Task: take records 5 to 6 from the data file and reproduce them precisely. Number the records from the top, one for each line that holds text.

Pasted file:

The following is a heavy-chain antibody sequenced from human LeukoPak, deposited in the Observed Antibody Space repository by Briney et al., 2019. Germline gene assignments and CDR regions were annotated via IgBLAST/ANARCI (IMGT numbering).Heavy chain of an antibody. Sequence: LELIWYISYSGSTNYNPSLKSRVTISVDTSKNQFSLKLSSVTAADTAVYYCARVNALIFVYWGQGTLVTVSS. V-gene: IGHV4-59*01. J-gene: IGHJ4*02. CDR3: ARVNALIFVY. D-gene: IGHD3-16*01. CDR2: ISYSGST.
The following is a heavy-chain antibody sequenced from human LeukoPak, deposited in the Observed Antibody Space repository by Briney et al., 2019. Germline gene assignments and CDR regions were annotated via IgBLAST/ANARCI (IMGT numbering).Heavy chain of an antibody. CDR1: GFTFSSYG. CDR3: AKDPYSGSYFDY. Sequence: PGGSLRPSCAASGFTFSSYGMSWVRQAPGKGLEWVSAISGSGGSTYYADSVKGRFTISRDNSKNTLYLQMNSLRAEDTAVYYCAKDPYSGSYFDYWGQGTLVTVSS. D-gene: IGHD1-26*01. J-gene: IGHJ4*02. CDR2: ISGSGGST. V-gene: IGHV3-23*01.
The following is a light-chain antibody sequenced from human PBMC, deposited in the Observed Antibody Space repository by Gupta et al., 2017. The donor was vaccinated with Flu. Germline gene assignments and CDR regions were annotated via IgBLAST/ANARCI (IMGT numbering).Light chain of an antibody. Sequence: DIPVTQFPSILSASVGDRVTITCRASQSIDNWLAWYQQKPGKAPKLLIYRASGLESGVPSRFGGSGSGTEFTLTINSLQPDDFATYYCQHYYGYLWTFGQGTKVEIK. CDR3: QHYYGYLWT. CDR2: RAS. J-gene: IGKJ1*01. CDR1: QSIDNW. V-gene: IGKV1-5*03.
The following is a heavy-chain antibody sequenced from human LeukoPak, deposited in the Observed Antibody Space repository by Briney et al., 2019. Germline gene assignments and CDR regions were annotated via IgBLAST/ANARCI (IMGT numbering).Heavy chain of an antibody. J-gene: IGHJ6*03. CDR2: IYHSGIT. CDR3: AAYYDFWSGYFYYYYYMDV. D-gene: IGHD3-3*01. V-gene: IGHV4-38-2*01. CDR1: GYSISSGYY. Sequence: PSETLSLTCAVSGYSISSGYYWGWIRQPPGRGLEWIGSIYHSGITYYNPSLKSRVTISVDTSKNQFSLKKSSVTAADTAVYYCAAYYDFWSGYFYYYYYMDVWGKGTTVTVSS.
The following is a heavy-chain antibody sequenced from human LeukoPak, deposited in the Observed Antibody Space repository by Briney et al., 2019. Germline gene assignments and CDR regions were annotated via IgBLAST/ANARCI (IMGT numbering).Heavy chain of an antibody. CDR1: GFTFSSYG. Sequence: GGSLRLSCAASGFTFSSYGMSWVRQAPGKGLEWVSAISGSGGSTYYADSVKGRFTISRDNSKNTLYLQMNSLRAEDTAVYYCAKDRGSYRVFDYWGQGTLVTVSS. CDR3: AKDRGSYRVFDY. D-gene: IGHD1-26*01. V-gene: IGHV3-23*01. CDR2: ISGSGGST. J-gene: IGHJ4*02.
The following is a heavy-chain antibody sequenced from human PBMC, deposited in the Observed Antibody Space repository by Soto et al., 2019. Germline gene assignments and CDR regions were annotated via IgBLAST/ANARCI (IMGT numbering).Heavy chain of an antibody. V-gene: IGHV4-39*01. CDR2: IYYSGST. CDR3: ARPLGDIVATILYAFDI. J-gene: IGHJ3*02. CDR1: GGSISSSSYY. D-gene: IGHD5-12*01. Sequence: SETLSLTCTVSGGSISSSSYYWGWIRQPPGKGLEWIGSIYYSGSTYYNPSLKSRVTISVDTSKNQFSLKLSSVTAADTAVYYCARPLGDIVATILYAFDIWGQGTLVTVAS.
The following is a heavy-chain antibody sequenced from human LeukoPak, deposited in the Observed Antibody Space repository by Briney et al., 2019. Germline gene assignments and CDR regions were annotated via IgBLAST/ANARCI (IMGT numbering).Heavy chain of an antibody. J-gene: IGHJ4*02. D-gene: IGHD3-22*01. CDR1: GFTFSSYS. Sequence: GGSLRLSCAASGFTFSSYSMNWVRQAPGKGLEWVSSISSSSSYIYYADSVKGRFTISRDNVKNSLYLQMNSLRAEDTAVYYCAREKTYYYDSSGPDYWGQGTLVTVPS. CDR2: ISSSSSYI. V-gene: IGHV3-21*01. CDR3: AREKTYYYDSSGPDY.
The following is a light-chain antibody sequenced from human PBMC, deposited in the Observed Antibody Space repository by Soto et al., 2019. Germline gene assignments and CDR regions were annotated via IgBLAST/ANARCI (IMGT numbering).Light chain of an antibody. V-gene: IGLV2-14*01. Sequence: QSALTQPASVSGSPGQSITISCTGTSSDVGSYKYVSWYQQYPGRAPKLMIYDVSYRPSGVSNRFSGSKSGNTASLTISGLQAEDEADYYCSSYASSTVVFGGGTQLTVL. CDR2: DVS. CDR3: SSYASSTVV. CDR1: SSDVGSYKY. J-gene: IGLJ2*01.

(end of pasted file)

The following is a heavy-chain antibody sequenced from human LeukoPak, deposited in the Observed Antibody Space repository by Briney et al., 2019. Germline gene assignments and CDR regions were annotated via IgBLAST/ANARCI (IMGT numbering).Heavy chain of an antibody. CDR1: GFTFSSYG. Sequence: GGSLRLSCAASGFTFSSYGMSWVRQAPGKGLEWVSAISGSGGSTYYADSVKGRFTISRDNSKNTLYLQMNSLRAEDTAVYYCAKDRGSYRVFDYWGQGTLVTVSS. CDR3: AKDRGSYRVFDY. D-gene: IGHD1-26*01. V-gene: IGHV3-23*01. CDR2: ISGSGGST. J-gene: IGHJ4*02.
The following is a heavy-chain antibody sequenced from human PBMC, deposited in the Observed Antibody Space repository by Soto et al., 2019. Germline gene assignments and CDR regions were annotated via IgBLAST/ANARCI (IMGT numbering).Heavy chain of an antibody. V-gene: IGHV4-39*01. CDR2: IYYSGST. CDR3: ARPLGDIVATILYAFDI. J-gene: IGHJ3*02. CDR1: GGSISSSSYY. D-gene: IGHD5-12*01. Sequence: SETLSLTCTVSGGSISSSSYYWGWIRQPPGKGLEWIGSIYYSGSTYYNPSLKSRVTISVDTSKNQFSLKLSSVTAADTAVYYCARPLGDIVATILYAFDIWGQGTLVTVAS.